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Rather than asking how many Mandalorian warriors there are, I'm more interested to know, for a legendary warrior people with a history of standing toe-to-toe against Jedi in a war, just how much of the population is made up of actual warriors. Are we talking about an entire civilisation of warriors here?

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Disney Canon – Just "Death Watch", a splinter faction

By the Clone Wars era, the Mandalorian culture as a whole is largely pacifist and has rejected their militant past. From The Clone Wars episode "The Mandalore Plot":

Prime Minister Almec: Mandalore's violent past is behind us. All of our warriors were exiled to our moon, Concordia. They died out years ago.

Obi-Wan Kenobi: Hmm, are you certain? I recently encountered a man who wore Mandalorian armor: Jango Fett.

Alemc: [angrily] Jango Fett was a common bounty hunter. How he acquired that armor is beyond me.

However, there is a splinter faction named "Death Watch", which idolizes these warrior ways and wishes to return to them.

Obi-Wan: Your peaceful ways have paid off. Mandalore is prosperous since the last time I was here.

Satine: Not everyone on Mandalore believes that our commitment to peace is a sign of progress. There is a group that calls itself "Death Watch". I imagine these are the renegades you're looking for. They idolize violence and warrior ways of the past. There are those among us, certain officials, who are working to root out these criminals.

We have no information about how much of a population the warriors of Mandalore made up before this exile, although certainly enough that the culture had a reputation as being warriors.

Legends – Pretty much all of them

Star Wars Insider 86 had an article entitled The Mandalorians: People and Culture, which describes them both historically and as a modern culture through the Clone Wars and Rebellion eras. I can't find a copy of the text, but here is a summary from Wookieepedia:

Males and females were on equal footing, although they often took different roles. Mandalorian males were all expected to be warriors, and were responsible for training their sons to be the same. Females were expected to have the same martial skills as males, and were responsible for the training of daughters. They were also expected to be able to cook, and to care for any young children and their home if the men were away. But if they had no children dependent on them, females would fight side-by-side with the men on the battlefield.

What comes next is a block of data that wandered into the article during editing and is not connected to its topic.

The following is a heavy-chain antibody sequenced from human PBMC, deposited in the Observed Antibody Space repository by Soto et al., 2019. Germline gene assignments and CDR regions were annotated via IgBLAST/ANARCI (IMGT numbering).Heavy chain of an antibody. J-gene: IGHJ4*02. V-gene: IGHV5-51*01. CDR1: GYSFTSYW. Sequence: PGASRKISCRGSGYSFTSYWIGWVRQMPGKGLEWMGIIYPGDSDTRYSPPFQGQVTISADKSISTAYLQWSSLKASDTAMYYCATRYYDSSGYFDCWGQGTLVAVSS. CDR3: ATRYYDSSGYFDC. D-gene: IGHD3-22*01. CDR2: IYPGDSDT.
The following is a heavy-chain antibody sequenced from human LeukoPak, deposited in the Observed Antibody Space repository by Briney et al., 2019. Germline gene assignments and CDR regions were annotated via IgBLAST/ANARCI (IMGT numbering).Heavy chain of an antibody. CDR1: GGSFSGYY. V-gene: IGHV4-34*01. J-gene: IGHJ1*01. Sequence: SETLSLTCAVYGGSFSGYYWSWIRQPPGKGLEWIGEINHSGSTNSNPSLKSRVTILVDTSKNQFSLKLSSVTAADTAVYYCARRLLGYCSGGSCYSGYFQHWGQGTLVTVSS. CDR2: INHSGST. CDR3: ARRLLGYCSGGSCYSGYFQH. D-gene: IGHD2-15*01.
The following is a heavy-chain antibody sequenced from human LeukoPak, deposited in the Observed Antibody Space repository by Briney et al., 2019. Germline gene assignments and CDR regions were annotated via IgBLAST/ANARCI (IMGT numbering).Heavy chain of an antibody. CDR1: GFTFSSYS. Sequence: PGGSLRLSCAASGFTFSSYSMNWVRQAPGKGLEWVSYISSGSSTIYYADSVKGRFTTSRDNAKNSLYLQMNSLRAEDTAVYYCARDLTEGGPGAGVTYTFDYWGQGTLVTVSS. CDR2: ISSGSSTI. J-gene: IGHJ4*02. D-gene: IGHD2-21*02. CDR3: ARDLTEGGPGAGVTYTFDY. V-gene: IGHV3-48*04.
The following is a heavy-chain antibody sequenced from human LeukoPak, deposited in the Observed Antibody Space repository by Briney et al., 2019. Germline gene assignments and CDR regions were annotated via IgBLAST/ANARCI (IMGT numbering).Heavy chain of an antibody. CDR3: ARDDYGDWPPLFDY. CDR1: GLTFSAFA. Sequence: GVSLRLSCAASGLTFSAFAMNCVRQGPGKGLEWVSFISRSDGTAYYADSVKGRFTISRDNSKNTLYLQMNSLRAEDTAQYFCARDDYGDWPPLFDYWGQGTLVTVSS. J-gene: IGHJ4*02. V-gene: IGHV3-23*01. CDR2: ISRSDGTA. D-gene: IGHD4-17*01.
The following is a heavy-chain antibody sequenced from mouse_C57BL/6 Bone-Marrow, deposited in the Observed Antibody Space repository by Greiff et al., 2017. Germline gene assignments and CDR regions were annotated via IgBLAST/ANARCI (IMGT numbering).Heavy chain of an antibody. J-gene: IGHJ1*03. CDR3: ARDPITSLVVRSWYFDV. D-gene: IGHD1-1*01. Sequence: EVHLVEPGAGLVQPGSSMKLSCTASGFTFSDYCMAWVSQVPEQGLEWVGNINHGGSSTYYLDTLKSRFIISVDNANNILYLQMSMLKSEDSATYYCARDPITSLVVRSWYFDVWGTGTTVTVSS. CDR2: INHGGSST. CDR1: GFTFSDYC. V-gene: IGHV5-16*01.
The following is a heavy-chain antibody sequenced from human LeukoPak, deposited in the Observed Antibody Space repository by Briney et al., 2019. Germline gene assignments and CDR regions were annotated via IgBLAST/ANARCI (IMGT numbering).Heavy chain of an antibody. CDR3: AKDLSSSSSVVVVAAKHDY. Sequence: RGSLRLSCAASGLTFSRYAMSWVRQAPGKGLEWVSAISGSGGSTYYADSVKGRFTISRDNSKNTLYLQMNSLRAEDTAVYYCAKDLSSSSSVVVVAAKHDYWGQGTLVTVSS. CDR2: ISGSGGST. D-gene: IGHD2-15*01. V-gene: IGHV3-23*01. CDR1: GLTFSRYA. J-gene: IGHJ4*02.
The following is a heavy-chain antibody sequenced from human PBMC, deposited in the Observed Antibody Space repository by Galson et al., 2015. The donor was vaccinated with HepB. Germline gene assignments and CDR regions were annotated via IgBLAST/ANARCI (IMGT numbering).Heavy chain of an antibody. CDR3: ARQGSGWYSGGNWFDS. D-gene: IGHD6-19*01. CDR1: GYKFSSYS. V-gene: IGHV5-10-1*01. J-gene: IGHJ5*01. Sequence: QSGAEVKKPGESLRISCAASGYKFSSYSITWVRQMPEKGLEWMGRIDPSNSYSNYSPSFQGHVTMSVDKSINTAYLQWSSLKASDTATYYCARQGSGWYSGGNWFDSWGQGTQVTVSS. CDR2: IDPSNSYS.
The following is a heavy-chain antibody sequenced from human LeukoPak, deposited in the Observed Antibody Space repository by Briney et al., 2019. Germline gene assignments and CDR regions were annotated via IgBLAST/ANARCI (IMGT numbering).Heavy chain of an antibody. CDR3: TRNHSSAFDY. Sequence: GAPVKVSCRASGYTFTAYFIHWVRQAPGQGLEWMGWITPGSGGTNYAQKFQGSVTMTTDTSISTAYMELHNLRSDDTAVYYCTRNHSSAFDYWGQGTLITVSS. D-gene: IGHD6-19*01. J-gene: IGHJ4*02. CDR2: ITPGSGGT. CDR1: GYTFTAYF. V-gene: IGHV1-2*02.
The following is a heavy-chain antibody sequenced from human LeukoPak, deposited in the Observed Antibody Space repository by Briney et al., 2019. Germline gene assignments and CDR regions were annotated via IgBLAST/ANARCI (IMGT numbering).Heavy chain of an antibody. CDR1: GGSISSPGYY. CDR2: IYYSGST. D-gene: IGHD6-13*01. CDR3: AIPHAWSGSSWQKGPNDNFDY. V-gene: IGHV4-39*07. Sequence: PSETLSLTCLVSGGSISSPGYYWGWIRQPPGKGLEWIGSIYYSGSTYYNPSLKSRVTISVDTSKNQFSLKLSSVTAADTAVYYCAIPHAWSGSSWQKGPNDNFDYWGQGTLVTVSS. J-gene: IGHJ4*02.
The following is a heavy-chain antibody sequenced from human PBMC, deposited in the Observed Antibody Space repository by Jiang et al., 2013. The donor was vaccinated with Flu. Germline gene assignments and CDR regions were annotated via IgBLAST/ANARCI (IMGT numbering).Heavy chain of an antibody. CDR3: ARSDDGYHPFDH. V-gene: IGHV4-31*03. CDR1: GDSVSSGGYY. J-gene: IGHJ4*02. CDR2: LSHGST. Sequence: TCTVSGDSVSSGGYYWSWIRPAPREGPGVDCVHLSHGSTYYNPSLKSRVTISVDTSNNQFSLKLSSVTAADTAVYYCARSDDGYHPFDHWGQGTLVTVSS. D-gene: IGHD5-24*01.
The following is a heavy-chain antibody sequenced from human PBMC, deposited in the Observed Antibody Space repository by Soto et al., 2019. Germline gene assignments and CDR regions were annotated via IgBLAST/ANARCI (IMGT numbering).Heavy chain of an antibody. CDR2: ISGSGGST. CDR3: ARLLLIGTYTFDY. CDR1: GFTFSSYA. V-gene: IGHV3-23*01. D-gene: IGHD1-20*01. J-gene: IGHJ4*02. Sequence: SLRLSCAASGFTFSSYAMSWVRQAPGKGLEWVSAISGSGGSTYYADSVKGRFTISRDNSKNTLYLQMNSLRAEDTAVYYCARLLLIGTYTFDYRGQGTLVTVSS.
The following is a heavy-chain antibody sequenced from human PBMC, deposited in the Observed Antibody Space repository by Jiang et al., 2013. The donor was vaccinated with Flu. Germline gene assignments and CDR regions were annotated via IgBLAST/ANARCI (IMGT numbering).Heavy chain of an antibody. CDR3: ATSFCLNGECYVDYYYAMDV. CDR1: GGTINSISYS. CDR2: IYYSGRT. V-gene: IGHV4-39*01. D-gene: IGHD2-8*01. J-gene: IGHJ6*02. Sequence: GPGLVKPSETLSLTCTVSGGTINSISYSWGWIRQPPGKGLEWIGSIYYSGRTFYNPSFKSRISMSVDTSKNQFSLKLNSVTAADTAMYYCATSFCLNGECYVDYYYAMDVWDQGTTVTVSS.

The article also explains that adoption was very common and genetic lineage fairly unimportant to the Mandalorians, so motherhood did not prevent a woman from serving as a warrior if another family wanted to adopt her children.

Note that The Clone Wars TV show is technically part of both Disney Canon and Legends. The fact that the Mandalorians were originally an entirely warrior race, then retconned to being an entirely peaceful one, was the main reason that Karen Traviss, author of this article and several books that heavily featured the Mandalorians, said she quit writing for Star Wars.

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    From the second most recent Rebels episode we see that there are quite a few warrior among them, is that worth including? – Edlothiad Feb 27 '17 at 23:23
  • @Edlothiad Which episode is that? I'm not up to date on the Rebels episodes, and I think that some regions get them later than others. But yeah, if it sheds new light, it's probably worth including. – Thunderforge Feb 27 '17 at 23:24
  • Well I mean the internet gets them all at the same tim ;), but Legacy of Mandalore (without spoiling) seems to suggest they've at least returned to quite a militaristic regime, I may have understood wrong though – Edlothiad Feb 27 '17 at 23:26
  • @Edlothiad Okay, thanks for letting me know! I can update that when I get a chance to watch it (won't be tonight). If anybody has relevant quotes, feel free to edit them into this answer. – Thunderforge Feb 27 '17 at 23:28
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    @MikeOunsworth Actually, Karen Traviss posted her announcement that she was no longer writing for Star Wars in late 2009, which was a few years before the Disney buyout. So Lucasfilm is solely responsible for the retcon. – Thunderforge Mar 17 '17 at 20:56
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It depends on when and where specifically you're asking about, and if you include Legends soures.

In Canon materials we basically know nothing about Mandalorian culture before the Clone Wars. As of The Clone Wars the Mandalorians are pacifists under the leadership of Duchess Satine Kryze and her "New Mandalorian" movement. Because of this the number of warriors on Mandalore itself has been drastically (if not completely) reduced. Mandalore does have a police force, but we don't know what kind of training they have and if they are actually warriors.

When Mandalore became pacifists the warriors who didn't want to lay down their arms were exiled. We know at least one group (Death Watch) chose exile and went to Mandalore's moon Concordia.

In Rebels we haven't seen Mandalore itself but in newer episodes we have seen that Mandalorians have broken up into warrior clans and seem to be moving back to their warrior culture of old. Sabine's family, Clan Wren, have their stronghold on the planet Krownest.

In Legends materials the Mandalorians were pretty much all warriors. We see this in both the Knights of the Old Republic and the later New Jedi Order.

So, really we don't know what percentage of the Mandalorian population are warriors, bu we can assume it was higher in their past and at the time of Rebels, but much lower during the New Mandalorian movement that occurred before and during the Clone Wars.

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